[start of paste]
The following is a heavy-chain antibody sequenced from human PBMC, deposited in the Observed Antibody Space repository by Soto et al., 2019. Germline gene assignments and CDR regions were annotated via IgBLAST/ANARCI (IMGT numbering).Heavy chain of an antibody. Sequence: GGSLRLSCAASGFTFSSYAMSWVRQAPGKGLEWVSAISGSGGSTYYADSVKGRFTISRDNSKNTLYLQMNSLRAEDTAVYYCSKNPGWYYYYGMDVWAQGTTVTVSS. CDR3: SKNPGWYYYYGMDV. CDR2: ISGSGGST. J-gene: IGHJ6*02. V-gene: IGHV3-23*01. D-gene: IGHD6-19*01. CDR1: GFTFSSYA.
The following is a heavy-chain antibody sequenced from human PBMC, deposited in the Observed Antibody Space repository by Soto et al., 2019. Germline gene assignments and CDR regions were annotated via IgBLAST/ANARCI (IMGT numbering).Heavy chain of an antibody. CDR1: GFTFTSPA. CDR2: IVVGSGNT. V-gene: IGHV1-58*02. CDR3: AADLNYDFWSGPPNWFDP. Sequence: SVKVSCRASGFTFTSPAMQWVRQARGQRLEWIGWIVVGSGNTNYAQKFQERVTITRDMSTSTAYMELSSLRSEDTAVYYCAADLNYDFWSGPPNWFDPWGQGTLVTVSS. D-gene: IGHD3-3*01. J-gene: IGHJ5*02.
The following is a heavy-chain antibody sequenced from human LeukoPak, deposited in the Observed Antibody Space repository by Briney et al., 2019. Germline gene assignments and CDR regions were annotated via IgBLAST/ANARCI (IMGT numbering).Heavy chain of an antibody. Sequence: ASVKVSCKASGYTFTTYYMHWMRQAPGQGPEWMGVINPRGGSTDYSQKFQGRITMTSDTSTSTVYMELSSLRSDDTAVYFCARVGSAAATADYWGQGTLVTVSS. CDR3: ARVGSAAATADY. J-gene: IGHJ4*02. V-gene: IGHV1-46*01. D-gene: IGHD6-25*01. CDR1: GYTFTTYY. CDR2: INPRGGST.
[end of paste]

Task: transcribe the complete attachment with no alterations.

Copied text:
The following is a heavy-chain antibody sequenced from human PBMC, deposited in the Observed Antibody Space repository by Soto et al., 2019. Germline gene assignments and CDR regions were annotated via IgBLAST/ANARCI (IMGT numbering).Heavy chain of an antibody. Sequence: GGSLRLSCAASGFTFSSYAMSWVRQAPGKGLEWVSAISGSGGSTYYADSVKGRFTISRDNSKNTLYLQMNSLRAEDTAVYYCSKNPGWYYYYGMDVWAQGTTVTVSS. CDR3: SKNPGWYYYYGMDV. CDR2: ISGSGGST. J-gene: IGHJ6*02. V-gene: IGHV3-23*01. D-gene: IGHD6-19*01. CDR1: GFTFSSYA.
The following is a heavy-chain antibody sequenced from human PBMC, deposited in the Observed Antibody Space repository by Soto et al., 2019. Germline gene assignments and CDR regions were annotated via IgBLAST/ANARCI (IMGT numbering).Heavy chain of an antibody. CDR1: GFTFTSPA. CDR2: IVVGSGNT. V-gene: IGHV1-58*02. CDR3: AADLNYDFWSGPPNWFDP. Sequence: SVKVSCRASGFTFTSPAMQWVRQARGQRLEWIGWIVVGSGNTNYAQKFQERVTITRDMSTSTAYMELSSLRSEDTAVYYCAADLNYDFWSGPPNWFDPWGQGTLVTVSS. D-gene: IGHD3-3*01. J-gene: IGHJ5*02.
The following is a heavy-chain antibody sequenced from human LeukoPak, deposited in the Observed Antibody Space repository by Briney et al., 2019. Germline gene assignments and CDR regions were annotated via IgBLAST/ANARCI (IMGT numbering).Heavy chain of an antibody. Sequence: ASVKVSCKASGYTFTTYYMHWMRQAPGQGPEWMGVINPRGGSTDYSQKFQGRITMTSDTSTSTVYMELSSLRSDDTAVYFCARVGSAAATADYWGQGTLVTVSS. CDR3: ARVGSAAATADY. J-gene: IGHJ4*02. V-gene: IGHV1-46*01. D-gene: IGHD6-25*01. CDR1: GYTFTTYY. CDR2: INPRGGST.